Heterogeneous communities and communities of color were rated poorly or redlined, which severely constrained access to home loans thereby contributing to neighborhood decline as larger numbers of non-whites moved to cities like Sacramento, but could only access housing in redlined communities. Overcrowding in these neighborhoods placed greater stress on housing stock and local resources. The inability to secure loans for new housing or much needed renovation projects undermined housing values and established risk assessment and credit lending practices that penalized non-white homeowners.
Subsequent attempts to address declining housing stock privileged and subsidized business development and suburbanization; but came at the expense of urban minority homeowners who due to segregation could not access housing opportunity that defined post-World War II white-America. While the 1968 fair housing act attempted to remedy this structural discrepancy, it had its largest effect on then more stagnant southern metropolitan areas like Atlanta, Dallas and Houston where suburban home building occurred after rather than before the law’s passage.
Moreover, market-based attempts to provide newly built affordable housing rested on this racially and class-based home financing infrastructure such that rising numbers of non-white homeowners remained subject to established structural inequalities. Government expansion outside of housing, at both the federal and state level, further contributed to the growing diversity of California cities like Sacramento. The Korean and Vietnam Wars brought civilian and military workers to the area, roughly 25,000 with African American employees making up 10 percent of this new labor force. From 1942 to 1964, the Bracero program drew greater numbers of Mexican labors to the city as well. For example, after a stint working in Salinas for a sugar manufacturer, Hernandez’s father came to Sacramento in the late 1940s where he met his future wife who then worked as a waitress in downtown Sacramento. In the postwar periods, Sacramento diners and restaurants like the one at which Hernandez’s mother worked, later enjoyed a growing clientele due to the growth of state government. When California’s administration expanded, strict fair employment practices resulted in greater numbers of non-whites coming to the capital for work in state government.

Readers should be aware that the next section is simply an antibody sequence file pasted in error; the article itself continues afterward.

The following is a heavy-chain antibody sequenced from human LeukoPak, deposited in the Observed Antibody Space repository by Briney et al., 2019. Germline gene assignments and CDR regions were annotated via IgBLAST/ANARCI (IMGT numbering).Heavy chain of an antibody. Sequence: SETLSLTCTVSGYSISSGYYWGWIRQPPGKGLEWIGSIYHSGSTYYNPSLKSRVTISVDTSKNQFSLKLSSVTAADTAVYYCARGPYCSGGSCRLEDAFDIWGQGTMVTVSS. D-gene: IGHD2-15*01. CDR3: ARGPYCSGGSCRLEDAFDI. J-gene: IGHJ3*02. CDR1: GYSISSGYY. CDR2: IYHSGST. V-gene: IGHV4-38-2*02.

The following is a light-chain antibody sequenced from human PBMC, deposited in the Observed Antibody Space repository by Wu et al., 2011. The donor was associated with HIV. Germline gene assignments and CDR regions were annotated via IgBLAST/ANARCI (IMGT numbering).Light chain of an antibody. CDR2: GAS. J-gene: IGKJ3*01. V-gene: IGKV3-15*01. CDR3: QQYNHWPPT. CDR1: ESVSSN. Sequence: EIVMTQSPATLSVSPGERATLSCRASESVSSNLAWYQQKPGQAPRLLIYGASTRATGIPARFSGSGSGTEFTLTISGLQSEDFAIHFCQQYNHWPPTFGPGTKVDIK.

The new arrivals, driven by government intervention in labor markets, could only find residence in neighborhoods redlined by state and private housing practices — Even military service failed to break lines of segregation as non-white military service members could only settle into low-income largely non-white communities. Adding to this demographic crunch was the city’s policy of urban renewal, which evicted thousands of non-white residents from neighborhoods like the West End in the name of economic development and highway construction, funneling them into previously redlined communities such as Oak Park.
Attempts at Reform
During the 1960s and 1970s, the FHA made efforts to reach minority homeowners. Congress passed the 1968 Fair Housing Act and the 1977 Community Reinvestment Act (CRA); the latter required banks receiving Federal Deposit Insurance Corporation (FDIC) funding to undergo reviews to determine if they offered sufficient levels of credit in communities in which they operated.